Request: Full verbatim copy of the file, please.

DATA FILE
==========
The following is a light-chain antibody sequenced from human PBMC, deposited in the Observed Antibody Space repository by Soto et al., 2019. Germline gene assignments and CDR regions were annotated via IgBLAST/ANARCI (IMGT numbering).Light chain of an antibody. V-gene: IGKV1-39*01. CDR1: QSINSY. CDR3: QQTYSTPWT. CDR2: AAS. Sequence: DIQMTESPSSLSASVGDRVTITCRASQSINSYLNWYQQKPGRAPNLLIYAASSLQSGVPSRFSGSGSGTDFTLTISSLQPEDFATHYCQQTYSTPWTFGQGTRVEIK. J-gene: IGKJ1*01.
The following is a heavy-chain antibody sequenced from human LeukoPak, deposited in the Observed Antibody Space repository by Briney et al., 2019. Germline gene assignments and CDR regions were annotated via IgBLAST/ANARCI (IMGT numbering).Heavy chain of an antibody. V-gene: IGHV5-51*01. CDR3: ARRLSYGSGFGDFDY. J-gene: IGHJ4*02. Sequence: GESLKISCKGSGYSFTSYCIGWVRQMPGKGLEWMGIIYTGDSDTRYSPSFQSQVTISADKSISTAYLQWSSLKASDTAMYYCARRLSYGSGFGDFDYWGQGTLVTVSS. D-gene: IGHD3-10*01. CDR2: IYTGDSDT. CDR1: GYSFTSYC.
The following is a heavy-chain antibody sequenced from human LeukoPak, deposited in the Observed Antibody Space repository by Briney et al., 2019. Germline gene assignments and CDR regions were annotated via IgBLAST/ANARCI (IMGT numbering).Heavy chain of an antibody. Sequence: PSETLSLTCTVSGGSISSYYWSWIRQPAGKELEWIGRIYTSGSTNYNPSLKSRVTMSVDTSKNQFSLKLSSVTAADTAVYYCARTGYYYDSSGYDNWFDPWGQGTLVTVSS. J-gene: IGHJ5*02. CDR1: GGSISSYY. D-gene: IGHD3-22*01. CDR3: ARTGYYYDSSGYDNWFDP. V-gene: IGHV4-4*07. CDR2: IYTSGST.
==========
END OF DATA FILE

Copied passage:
The following is a light-chain antibody sequenced from human PBMC, deposited in the Observed Antibody Space repository by Soto et al., 2019. Germline gene assignments and CDR regions were annotated via IgBLAST/ANARCI (IMGT numbering).Light chain of an antibody. V-gene: IGKV1-39*01. CDR1: QSINSY. CDR3: QQTYSTPWT. CDR2: AAS. Sequence: DIQMTESPSSLSASVGDRVTITCRASQSINSYLNWYQQKPGRAPNLLIYAASSLQSGVPSRFSGSGSGTDFTLTISSLQPEDFATHYCQQTYSTPWTFGQGTRVEIK. J-gene: IGKJ1*01.
The following is a heavy-chain antibody sequenced from human LeukoPak, deposited in the Observed Antibody Space repository by Briney et al., 2019. Germline gene assignments and CDR regions were annotated via IgBLAST/ANARCI (IMGT numbering).Heavy chain of an antibody. V-gene: IGHV5-51*01. CDR3: ARRLSYGSGFGDFDY. J-gene: IGHJ4*02. Sequence: GESLKISCKGSGYSFTSYCIGWVRQMPGKGLEWMGIIYTGDSDTRYSPSFQSQVTISADKSISTAYLQWSSLKASDTAMYYCARRLSYGSGFGDFDYWGQGTLVTVSS. D-gene: IGHD3-10*01. CDR2: IYTGDSDT. CDR1: GYSFTSYC.
The following is a heavy-chain antibody sequenced from human LeukoPak, deposited in the Observed Antibody Space repository by Briney et al., 2019. Germline gene assignments and CDR regions were annotated via IgBLAST/ANARCI (IMGT numbering).Heavy chain of an antibody. Sequence: PSETLSLTCTVSGGSISSYYWSWIRQPAGKELEWIGRIYTSGSTNYNPSLKSRVTMSVDTSKNQFSLKLSSVTAADTAVYYCARTGYYYDSSGYDNWFDPWGQGTLVTVSS. J-gene: IGHJ5*02. CDR1: GGSISSYY. D-gene: IGHD3-22*01. CDR3: ARTGYYYDSSGYDNWFDP. V-gene: IGHV4-4*07. CDR2: IYTSGST.